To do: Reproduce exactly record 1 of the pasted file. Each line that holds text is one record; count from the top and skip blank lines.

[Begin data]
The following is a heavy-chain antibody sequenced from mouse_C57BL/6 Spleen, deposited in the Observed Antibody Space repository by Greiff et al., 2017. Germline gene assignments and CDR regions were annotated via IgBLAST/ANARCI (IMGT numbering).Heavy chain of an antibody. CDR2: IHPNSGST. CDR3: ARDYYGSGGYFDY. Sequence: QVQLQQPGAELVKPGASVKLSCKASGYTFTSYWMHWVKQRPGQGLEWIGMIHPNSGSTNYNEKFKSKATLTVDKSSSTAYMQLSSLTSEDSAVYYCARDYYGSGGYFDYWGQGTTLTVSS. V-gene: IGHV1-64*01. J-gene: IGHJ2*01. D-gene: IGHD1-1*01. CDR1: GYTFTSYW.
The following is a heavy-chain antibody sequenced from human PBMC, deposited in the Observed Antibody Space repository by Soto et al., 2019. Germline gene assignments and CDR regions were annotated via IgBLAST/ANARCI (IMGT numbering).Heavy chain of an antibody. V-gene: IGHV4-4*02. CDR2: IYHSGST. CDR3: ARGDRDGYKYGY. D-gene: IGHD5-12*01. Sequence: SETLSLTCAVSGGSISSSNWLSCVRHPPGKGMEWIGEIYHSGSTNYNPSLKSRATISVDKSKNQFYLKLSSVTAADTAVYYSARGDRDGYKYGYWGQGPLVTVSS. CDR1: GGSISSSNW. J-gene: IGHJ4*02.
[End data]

The following is a heavy-chain antibody sequenced from mouse_C57BL/6 Spleen, deposited in the Observed Antibody Space repository by Greiff et al., 2017. Germline gene assignments and CDR regions were annotated via IgBLAST/ANARCI (IMGT numbering).Heavy chain of an antibody. CDR2: IHPNSGST. CDR3: ARDYYGSGGYFDY. Sequence: QVQLQQPGAELVKPGASVKLSCKASGYTFTSYWMHWVKQRPGQGLEWIGMIHPNSGSTNYNEKFKSKATLTVDKSSSTAYMQLSSLTSEDSAVYYCARDYYGSGGYFDYWGQGTTLTVSS. V-gene: IGHV1-64*01. J-gene: IGHJ2*01. D-gene: IGHD1-1*01. CDR1: GYTFTSYW.